After a roasting afternoon of classes my brothers and I arrived at home (in the city with Climate Mostly Best by Government Test) to find a wooden painting ladder standing in the entry hall. Atop the ladder was the huge aluminum pot my mother and grandmother used for boiling gnocchi. Inside the pot was a block of ice sitting in water. Hanging from the ceiling above the pot was a kitchen tea towel just long enough to touch the icy slurry. The ladder was placed in front of the cold air return of our forced air furnace. The heat was off but the fan was on, sucking cool moist air from the towel into the return and out vents throughout the house. Dad swamp cooled the place with his ladder, ice, a towel and a pasta pot. A bit of whimsy. Mostly necessity.

I live a couple of towns away now, slightly cooler and nearer to the beach. There aren’t as many sweltering days but when they arrive as they did this week, they seem all the warmer because of their rarity. It’s then I remember again the ladder, the towel, the icy pasta pot, and my dad. The man who could fix anything, or violate it depending on point of view.

Climate Best by Government Test? Today there’s some dispute except by those who were raised there like Dad and me, or live there still where the original sign proudly announces your arrival to downtown.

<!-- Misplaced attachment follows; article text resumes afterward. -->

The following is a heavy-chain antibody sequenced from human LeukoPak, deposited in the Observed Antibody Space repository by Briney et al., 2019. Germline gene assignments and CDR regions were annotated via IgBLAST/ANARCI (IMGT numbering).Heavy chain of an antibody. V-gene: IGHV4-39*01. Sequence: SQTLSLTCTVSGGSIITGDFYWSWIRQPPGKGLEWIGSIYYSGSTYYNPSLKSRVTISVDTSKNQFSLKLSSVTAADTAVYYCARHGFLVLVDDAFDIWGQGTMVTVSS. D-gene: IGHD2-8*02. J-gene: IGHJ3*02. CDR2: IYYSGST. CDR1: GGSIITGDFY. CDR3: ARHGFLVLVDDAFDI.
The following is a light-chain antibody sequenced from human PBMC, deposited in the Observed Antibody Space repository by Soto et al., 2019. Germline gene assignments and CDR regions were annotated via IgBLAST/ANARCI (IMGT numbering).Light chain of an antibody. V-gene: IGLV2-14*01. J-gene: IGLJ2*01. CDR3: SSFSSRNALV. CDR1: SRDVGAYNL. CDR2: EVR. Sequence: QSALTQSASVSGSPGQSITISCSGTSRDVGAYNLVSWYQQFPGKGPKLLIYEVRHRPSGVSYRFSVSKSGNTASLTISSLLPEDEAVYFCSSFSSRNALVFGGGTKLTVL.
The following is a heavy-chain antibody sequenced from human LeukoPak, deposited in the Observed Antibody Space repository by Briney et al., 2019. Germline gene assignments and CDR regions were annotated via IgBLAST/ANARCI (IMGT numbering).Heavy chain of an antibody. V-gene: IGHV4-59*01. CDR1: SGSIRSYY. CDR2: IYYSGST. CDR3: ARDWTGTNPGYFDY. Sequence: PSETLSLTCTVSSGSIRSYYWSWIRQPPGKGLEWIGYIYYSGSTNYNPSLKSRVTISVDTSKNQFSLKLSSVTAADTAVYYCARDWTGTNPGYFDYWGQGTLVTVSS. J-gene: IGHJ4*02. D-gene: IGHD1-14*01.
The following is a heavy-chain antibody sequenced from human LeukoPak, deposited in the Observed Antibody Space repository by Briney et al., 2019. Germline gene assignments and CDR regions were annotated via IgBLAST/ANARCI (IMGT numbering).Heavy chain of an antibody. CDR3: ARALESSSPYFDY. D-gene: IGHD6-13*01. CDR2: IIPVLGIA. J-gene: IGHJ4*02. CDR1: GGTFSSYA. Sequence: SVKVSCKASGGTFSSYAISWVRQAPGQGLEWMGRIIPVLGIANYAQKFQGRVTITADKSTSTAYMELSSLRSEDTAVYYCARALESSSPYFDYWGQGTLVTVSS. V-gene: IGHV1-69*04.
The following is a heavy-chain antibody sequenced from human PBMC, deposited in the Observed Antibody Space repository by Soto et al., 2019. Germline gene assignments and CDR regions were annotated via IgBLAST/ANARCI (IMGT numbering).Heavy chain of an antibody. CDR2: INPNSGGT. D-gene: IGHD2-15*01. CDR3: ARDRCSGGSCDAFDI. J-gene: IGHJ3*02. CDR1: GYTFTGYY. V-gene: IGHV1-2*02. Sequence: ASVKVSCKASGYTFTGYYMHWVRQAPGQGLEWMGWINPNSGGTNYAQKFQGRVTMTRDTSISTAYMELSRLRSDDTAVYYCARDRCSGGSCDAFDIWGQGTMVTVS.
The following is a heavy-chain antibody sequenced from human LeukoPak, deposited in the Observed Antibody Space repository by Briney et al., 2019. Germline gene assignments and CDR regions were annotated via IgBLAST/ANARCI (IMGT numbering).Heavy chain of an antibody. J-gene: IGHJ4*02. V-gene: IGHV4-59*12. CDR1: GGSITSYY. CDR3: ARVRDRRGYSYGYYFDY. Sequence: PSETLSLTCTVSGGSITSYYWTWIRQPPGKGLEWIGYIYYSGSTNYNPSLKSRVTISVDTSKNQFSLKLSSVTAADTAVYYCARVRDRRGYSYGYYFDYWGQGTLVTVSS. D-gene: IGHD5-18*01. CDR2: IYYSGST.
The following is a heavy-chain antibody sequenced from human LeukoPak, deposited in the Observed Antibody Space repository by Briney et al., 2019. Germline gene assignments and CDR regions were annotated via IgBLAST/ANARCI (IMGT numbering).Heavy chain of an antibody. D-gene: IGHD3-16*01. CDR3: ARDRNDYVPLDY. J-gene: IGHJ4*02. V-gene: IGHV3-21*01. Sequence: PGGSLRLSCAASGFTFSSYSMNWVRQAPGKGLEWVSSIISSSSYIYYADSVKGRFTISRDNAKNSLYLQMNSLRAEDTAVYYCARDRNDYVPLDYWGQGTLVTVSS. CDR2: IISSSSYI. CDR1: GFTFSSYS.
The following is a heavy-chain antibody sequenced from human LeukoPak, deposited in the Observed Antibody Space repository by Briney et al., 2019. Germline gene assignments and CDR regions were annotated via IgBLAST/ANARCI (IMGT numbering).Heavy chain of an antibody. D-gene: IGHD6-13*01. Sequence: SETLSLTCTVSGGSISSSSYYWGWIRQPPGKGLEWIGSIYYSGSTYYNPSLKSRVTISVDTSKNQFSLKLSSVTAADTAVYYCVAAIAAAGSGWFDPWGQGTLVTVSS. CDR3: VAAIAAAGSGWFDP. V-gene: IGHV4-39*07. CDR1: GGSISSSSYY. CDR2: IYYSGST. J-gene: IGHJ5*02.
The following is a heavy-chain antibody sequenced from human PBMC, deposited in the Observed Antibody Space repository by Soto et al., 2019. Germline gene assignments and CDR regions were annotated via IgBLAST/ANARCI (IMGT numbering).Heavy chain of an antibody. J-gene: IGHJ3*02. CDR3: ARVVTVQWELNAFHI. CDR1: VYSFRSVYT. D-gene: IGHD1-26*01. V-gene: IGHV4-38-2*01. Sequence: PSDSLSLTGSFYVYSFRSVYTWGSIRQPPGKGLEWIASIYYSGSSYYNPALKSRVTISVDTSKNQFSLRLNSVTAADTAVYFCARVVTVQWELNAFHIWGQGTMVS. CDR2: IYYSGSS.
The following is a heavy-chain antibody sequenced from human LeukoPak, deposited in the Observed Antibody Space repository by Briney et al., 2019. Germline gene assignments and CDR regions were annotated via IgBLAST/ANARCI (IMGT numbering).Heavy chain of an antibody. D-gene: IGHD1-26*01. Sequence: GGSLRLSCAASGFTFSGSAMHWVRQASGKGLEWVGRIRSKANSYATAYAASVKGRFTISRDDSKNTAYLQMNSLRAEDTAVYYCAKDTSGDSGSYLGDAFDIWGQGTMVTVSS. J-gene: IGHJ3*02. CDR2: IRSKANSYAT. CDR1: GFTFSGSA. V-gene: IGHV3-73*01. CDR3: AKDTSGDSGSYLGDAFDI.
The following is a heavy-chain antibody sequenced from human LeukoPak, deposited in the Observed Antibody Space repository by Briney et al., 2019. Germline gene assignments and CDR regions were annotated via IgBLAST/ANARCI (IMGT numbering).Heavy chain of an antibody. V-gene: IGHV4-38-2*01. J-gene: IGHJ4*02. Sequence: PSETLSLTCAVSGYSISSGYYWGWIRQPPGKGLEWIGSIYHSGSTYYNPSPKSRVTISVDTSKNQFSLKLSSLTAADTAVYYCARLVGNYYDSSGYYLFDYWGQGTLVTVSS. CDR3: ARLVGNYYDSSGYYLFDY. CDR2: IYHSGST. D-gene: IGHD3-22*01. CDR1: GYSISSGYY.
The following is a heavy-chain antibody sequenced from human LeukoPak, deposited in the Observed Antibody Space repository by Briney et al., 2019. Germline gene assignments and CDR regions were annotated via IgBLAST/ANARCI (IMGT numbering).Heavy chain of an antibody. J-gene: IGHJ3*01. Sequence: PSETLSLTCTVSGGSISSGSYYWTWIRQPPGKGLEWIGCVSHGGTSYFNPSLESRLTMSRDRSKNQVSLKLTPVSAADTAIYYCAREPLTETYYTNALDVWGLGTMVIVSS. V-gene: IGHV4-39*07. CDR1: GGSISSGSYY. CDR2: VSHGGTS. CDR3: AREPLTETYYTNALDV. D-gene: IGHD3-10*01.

Some would argue, mostly.

But there’s no arguing about Dad, our mostly perfect engineer, whom I miss mostly every day. I miss the usefulness and the whimsy, the imagination and innovation of his engineering mind, his dad jokes and his dad laughs. His dad engineering evaluations of purchases large and small, from can openers to cars.

I mostly miss his dad smiles, and dad smell when collecting dad hugs. There was no mostly about how he loved us, especially Mom. That he did completely.

Thinking of you today, Dad. Happy Father’s Day. I miss everything about you.

Donald Dee Hester 1928 – 2013

 

 

 

 

Olallieberry Memory

Peanut butter sandwiches with Olallieberry jam and a little mac salad on the side. Daily lunch when staying with my grandparents during the hot summers in Santa Rosa.